Although based on a doll and her accompanying novel series, the Seattle Children's Theatre's world-premiere of Addy: An American Girl Story is full of surprising depth and compelling characters that any family member might enjoy and find resonant.
Award-winning local playwright Cheryl L. West has adroitly adapted the tween-oriented novellas by Connie Porter for the Seattle Children's Theatre (SCT) stage, and Director Linda Hartzell has lead a skillful cast of predominately Seattle-based actors to bring the work to life. In addition to young-girl pleasing connections to the popular dolls, vibrant costuming and set-design, and a heart-warming and courageous heroine (played convincingly by Myxolydia Tyler), the play also offers tense escape scenes and the ever-present background of the Civil War to hold the interest of action-lovers of both genders. Words such as "Emancipation Proclamation" are introduced and the hardships of post-slavery life give the story complexity without letting its nuances surpass the comprehension of the play's target audience. SCT recommends the performance for ages eight and up, but I brought a sophisticated five-year-old who handled the content quite well and had many questions afterwards. The play serves as an excellent starting point for introducing young people to the concepts of slavery, abolition, Civil War politics and the privilege of education. At the same time, the seriousness of the material is given levity with the antics of a bossy rich girl at Addy's school, a birthday party and a heartwarming family reunion.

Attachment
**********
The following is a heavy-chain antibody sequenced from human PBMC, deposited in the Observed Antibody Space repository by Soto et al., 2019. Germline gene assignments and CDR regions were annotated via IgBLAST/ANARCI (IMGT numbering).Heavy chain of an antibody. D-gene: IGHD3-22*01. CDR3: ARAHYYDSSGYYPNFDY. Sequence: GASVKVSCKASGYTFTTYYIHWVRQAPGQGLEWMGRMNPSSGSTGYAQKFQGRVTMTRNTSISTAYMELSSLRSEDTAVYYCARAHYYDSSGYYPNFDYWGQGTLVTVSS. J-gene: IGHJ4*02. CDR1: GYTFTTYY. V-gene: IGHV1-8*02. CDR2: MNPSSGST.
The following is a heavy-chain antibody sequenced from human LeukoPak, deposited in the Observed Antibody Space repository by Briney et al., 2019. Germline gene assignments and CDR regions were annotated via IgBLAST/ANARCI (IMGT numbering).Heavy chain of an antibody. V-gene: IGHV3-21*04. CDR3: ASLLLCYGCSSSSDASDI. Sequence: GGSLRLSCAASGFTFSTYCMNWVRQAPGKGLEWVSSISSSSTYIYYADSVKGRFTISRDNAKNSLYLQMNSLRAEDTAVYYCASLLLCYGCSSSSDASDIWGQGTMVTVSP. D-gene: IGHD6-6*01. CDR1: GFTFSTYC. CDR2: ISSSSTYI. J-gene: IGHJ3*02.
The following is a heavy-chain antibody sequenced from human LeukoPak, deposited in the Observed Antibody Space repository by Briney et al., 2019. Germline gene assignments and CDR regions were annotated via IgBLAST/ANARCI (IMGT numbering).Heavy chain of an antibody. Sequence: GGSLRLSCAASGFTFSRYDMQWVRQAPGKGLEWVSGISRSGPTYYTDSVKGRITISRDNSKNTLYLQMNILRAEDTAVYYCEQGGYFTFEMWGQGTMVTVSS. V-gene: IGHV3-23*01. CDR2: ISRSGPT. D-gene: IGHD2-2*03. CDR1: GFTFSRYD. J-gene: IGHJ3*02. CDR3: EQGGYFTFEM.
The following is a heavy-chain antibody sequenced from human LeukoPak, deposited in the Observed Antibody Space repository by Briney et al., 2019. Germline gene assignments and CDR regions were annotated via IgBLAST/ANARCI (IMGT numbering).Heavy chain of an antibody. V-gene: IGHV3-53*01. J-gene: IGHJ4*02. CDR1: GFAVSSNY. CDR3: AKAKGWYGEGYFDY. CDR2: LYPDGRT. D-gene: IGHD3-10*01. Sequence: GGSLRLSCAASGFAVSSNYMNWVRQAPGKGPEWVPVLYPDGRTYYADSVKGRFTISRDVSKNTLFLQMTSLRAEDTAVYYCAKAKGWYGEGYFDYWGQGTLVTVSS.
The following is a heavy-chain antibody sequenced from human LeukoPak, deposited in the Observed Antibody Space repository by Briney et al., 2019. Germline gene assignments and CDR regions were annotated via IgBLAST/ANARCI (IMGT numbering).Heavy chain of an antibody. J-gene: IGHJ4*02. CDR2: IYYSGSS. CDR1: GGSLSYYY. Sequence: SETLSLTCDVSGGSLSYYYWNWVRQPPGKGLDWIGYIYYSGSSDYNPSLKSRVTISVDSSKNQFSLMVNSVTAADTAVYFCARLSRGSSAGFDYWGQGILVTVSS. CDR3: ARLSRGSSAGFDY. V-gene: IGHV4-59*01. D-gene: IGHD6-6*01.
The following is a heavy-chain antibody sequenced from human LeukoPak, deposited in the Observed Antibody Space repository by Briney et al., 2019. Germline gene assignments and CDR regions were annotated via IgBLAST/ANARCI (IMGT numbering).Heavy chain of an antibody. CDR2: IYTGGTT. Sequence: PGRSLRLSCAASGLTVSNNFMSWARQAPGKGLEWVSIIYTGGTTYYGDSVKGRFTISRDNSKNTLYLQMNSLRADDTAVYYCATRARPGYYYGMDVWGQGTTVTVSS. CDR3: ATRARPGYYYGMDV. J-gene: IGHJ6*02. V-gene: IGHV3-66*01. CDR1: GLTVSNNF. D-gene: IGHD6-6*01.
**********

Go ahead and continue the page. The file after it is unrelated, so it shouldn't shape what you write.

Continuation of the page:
Some might argue that the play skims over the horrors of slavery, but I felt it captured precisely the correct note for a young audience. The plantation master cracks his whip, Addy is forced to eat tobacco worms, Poppa is seen wearing shackles, and all of the slaves live a life of destitution and hard work — even the kids. These scenes, as well as Momma and Addy's escape through a raging river to the sounds of barking dogs were a little scary for the younger children of the audience and even made me sit a little straighter in my seat.
The entire plot revolves around family togetherness and the play ends with a family-oriented resolution — an interesting choice given that racism is still ever-present in our society and global slavery and human trafficking is on the rise in our modern times. Then again, do we really want our eight-year-old daughters worrying about being sold into slavery? Addy is certainly no Toni Morrison and perhaps the play ends too positively for such a topic, but the cast members leave the door open for continued family discussion by ending with a question, and with a question-and-answer session at the conclusion of the production. What is your family history? What does freedom mean to you?
As would be expected for a play based on a doll that takes place largely in a dress shop, the costumes are a lush bouquet of appropriately worn cotton twills and shining new taffetas and velvets. Gorgeous stage sets weave together traditional furniture and store-front elements with artful video projections of forests, water, cavalry of the Civil War, moonlit nights and Philadelphia city streets cast onto the floor and screens that gracefully drop down from the ceiling. Combined with the tasteful introduction of sound elements (this is not a musical), the play's presentation gives the production an edge that is satisfying for the adult viewer, although possibly confusing for the younger children in the audience.
An American Girl Doll marketing push is notably absent; although the gift shop area of the theater carries the Addy books, they are tucked in the back of the shop and the charming but expensive dolls and their accoutrements are nowhere to be seen, save for a few small companions in tow by the girls of the audience.
Addy: An American Girl Story plays through June 10, 2007. Tickets are between $20 and $32. A special tea with the actors will take place on Sunday, June 3 at 3:30 p.m. Tickets for the tea are $53 for children and $60 for adults. To purchase tickets for the play or the tea, visit www.sct.org or call 206-441-3322.